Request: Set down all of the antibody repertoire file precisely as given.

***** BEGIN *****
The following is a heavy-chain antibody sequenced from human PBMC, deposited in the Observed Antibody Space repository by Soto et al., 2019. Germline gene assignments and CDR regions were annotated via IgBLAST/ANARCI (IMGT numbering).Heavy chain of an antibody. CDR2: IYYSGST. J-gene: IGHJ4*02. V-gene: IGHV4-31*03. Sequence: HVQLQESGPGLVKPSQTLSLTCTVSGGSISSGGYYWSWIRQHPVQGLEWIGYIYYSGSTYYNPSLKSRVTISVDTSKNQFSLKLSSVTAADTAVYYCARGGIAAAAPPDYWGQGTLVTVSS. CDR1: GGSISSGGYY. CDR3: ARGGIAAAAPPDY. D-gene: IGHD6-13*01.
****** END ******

The following is a heavy-chain antibody sequenced from human PBMC, deposited in the Observed Antibody Space repository by Soto et al., 2019. Germline gene assignments and CDR regions were annotated via IgBLAST/ANARCI (IMGT numbering).Heavy chain of an antibody. CDR2: IYYSGST. J-gene: IGHJ4*02. V-gene: IGHV4-31*03. Sequence: HVQLQESGPGLVKPSQTLSLTCTVSGGSISSGGYYWSWIRQHPVQGLEWIGYIYYSGSTYYNPSLKSRVTISVDTSKNQFSLKLSSVTAADTAVYYCARGGIAAAAPPDYWGQGTLVTVSS. CDR1: GGSISSGGYY. CDR3: ARGGIAAAAPPDY. D-gene: IGHD6-13*01.